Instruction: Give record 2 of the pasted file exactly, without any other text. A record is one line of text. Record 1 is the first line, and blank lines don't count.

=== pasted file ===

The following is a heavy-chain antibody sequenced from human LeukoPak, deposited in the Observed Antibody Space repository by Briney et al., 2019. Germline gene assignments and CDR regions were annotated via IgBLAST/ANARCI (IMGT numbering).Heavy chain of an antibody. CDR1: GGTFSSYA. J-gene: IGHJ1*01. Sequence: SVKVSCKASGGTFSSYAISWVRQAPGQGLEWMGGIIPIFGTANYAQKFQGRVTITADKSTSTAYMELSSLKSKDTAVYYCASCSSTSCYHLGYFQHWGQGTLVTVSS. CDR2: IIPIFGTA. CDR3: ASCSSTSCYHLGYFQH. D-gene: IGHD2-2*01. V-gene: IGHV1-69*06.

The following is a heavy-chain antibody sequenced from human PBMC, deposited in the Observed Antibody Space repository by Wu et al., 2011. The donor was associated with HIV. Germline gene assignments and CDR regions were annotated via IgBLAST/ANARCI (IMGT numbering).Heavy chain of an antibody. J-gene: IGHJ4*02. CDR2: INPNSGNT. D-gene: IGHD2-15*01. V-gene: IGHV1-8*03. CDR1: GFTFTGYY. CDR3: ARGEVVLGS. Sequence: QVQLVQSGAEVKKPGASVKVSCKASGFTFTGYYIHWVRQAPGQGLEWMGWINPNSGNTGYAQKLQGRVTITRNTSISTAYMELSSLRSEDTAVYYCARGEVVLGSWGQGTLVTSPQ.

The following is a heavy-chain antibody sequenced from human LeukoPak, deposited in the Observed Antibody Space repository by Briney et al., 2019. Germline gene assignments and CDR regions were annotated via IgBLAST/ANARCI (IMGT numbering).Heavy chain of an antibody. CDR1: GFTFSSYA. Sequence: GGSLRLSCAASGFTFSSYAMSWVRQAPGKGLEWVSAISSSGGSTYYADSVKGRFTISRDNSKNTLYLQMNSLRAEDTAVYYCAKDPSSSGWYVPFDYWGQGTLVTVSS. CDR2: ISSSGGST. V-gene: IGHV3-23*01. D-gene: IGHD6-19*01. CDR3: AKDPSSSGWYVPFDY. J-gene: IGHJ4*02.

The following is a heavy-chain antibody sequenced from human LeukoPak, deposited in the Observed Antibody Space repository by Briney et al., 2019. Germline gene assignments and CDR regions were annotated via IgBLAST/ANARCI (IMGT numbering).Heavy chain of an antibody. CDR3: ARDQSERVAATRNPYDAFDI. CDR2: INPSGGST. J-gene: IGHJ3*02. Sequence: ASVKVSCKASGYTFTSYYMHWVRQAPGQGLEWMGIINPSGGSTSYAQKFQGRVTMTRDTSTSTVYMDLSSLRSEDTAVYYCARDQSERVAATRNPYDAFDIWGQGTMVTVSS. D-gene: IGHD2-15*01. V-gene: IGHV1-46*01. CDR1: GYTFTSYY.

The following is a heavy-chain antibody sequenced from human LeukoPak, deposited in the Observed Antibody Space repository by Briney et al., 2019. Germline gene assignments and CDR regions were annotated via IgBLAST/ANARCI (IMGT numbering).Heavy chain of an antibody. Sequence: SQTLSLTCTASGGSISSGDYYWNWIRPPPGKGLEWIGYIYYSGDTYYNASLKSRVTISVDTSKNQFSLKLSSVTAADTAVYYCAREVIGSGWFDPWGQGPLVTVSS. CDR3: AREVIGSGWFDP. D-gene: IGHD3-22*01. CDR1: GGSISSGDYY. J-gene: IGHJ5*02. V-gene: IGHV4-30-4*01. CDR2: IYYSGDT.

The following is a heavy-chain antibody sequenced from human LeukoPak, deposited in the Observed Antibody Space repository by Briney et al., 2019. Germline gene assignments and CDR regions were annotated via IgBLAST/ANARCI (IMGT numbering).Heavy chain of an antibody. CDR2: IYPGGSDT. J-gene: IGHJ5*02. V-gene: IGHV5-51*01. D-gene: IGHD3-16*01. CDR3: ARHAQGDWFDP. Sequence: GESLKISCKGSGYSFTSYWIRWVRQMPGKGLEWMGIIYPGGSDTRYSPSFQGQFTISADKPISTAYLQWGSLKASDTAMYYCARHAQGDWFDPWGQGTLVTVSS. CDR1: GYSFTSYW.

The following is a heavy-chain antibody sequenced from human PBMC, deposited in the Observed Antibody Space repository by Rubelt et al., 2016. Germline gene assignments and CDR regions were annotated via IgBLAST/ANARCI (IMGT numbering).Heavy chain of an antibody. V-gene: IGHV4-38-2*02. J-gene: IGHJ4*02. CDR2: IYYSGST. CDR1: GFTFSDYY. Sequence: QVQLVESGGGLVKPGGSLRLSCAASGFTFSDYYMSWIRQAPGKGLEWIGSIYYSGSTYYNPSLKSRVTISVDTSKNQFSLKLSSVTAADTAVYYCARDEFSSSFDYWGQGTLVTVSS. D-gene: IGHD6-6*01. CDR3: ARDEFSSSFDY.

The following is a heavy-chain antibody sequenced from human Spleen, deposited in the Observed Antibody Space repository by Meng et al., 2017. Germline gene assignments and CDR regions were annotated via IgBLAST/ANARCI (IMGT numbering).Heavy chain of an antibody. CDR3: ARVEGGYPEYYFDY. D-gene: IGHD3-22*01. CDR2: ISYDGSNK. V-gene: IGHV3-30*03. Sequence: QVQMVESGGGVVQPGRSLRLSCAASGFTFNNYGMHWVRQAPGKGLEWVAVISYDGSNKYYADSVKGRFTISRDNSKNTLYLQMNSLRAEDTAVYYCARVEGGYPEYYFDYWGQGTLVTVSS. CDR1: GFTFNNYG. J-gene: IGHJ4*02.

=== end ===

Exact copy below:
The following is a heavy-chain antibody sequenced from human PBMC, deposited in the Observed Antibody Space repository by Wu et al., 2011. The donor was associated with HIV. Germline gene assignments and CDR regions were annotated via IgBLAST/ANARCI (IMGT numbering).Heavy chain of an antibody. J-gene: IGHJ4*02. CDR2: INPNSGNT. D-gene: IGHD2-15*01. V-gene: IGHV1-8*03. CDR1: GFTFTGYY. CDR3: ARGEVVLGS. Sequence: QVQLVQSGAEVKKPGASVKVSCKASGFTFTGYYIHWVRQAPGQGLEWMGWINPNSGNTGYAQKLQGRVTITRNTSISTAYMELSSLRSEDTAVYYCARGEVVLGSWGQGTLVTSPQ.